Friday, April 2, 1999 Published at 03:02 GMT 04:02 UK
Climate threat to coral reefs
Coral reefs are a vital resource, and an increasingly endangered one
By Environment Correspondent Alex Kirby
Scientists from the USA, France and Australia say their research suggests that increasing levels of carbon dioxide (CO2) in the atmosphere may be imperilling the coral's ability to construct reefs.
Their work is reported in the latest issue of the magazine Science.
Many reefs have already been affected by bleaching, a process in which the the coral loses its colour and turns a pallid white.
Bleaching is a sign of stress, which is caused by several factors, including pollution, silt, changes in salinity, and rising water temperatures.
Climate change is expected in any case to raise water temperatures significantly.
Increasingly acid water
But this new research suggests that it will affect the coral in another way as well.
It shows that when CO2 dissolves in seawater it makes it more acidic. And that affects the way in which the coral forms.
Reefs consist of calcium carbonate, produced by tiny creatures called coral polyps.
The researchers found that as the CO2 dissolves in the water, the increasing acidity it causes slows down the production of calcium carbonate.
It does this by lowering the levels of essential carbonate ions in the seawater.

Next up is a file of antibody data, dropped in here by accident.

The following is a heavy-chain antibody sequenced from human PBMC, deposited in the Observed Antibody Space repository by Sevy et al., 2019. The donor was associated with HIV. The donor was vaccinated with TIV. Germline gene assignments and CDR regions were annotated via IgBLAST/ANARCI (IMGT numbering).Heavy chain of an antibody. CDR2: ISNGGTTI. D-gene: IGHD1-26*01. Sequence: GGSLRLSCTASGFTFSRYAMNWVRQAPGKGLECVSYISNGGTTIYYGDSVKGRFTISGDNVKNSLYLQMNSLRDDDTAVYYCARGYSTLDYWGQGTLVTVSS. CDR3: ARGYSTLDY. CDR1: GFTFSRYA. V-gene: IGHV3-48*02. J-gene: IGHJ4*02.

The scientists calculate that the precipitation of calcium carbonate has already fallen by an average of between 6 and 11% since the industrial revolution.
And if the atmospheric CO2 level increases to double what it was in pre-industrial times, they think the precipitation will fall by a further 8 to 17%.
CO2 is the chief gas caused by human activities that is contributing to global warming.
And climatologists think it will have reached double its pre-industrial level by as early as 2065.
Performing a vital role
If the coral does suffer further damage, places like the Red Sea and Australia's Great Barrier Reef will lose their attraction for tourists.
But the reefs' importance is far more fundamental than that.
They shelter fish and other forms of marine life, and help to protect shorelines against erosion.
Nearly 60% of them are already at risk from some kind of human disturbance.
But more damage seems inevitable, as the CO2 levels continue to rise.
And quite apart from the CO2 that finds its way into seawater by natural processes, several recent experiments have explored ways of deliberately using the oceans to absorb CO2.
The experiments, which involve "seeding" the water with iron, are aimed at seeing whether the oceans could help to mitigate the effects of climate change.
They have encouraged some scientists to believe that seawater's natural ability to absorb CO2 could be exploited artificially, by pouring immense quantities of iron into the oceans.
And that would spell even worse news for the coral.